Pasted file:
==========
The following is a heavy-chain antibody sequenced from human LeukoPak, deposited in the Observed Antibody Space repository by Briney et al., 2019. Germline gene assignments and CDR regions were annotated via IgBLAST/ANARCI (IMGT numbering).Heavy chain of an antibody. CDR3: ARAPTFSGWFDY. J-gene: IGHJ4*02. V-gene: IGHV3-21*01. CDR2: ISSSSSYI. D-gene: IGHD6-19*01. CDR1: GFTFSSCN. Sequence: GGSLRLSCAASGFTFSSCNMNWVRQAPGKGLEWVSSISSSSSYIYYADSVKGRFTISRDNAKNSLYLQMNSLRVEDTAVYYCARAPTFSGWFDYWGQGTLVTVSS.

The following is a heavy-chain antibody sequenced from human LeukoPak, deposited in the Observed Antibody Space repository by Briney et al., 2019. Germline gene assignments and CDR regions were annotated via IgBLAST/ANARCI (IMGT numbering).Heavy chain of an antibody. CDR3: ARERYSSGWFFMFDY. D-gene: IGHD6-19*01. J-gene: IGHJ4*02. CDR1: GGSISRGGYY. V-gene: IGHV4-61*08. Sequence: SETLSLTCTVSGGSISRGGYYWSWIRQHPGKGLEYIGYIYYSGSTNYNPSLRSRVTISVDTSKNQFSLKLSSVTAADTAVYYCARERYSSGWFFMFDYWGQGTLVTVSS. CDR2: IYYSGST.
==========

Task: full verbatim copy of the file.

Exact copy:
The following is a heavy-chain antibody sequenced from human LeukoPak, deposited in the Observed Antibody Space repository by Briney et al., 2019. Germline gene assignments and CDR regions were annotated via IgBLAST/ANARCI (IMGT numbering).Heavy chain of an antibody. CDR3: ARAPTFSGWFDY. J-gene: IGHJ4*02. V-gene: IGHV3-21*01. CDR2: ISSSSSYI. D-gene: IGHD6-19*01. CDR1: GFTFSSCN. Sequence: GGSLRLSCAASGFTFSSCNMNWVRQAPGKGLEWVSSISSSSSYIYYADSVKGRFTISRDNAKNSLYLQMNSLRVEDTAVYYCARAPTFSGWFDYWGQGTLVTVSS.

The following is a heavy-chain antibody sequenced from human LeukoPak, deposited in the Observed Antibody Space repository by Briney et al., 2019. Germline gene assignments and CDR regions were annotated via IgBLAST/ANARCI (IMGT numbering).Heavy chain of an antibody. CDR3: ARERYSSGWFFMFDY. D-gene: IGHD6-19*01. J-gene: IGHJ4*02. CDR1: GGSISRGGYY. V-gene: IGHV4-61*08. Sequence: SETLSLTCTVSGGSISRGGYYWSWIRQHPGKGLEYIGYIYYSGSTNYNPSLRSRVTISVDTSKNQFSLKLSSVTAADTAVYYCARERYSSGWFFMFDYWGQGTLVTVSS. CDR2: IYYSGST.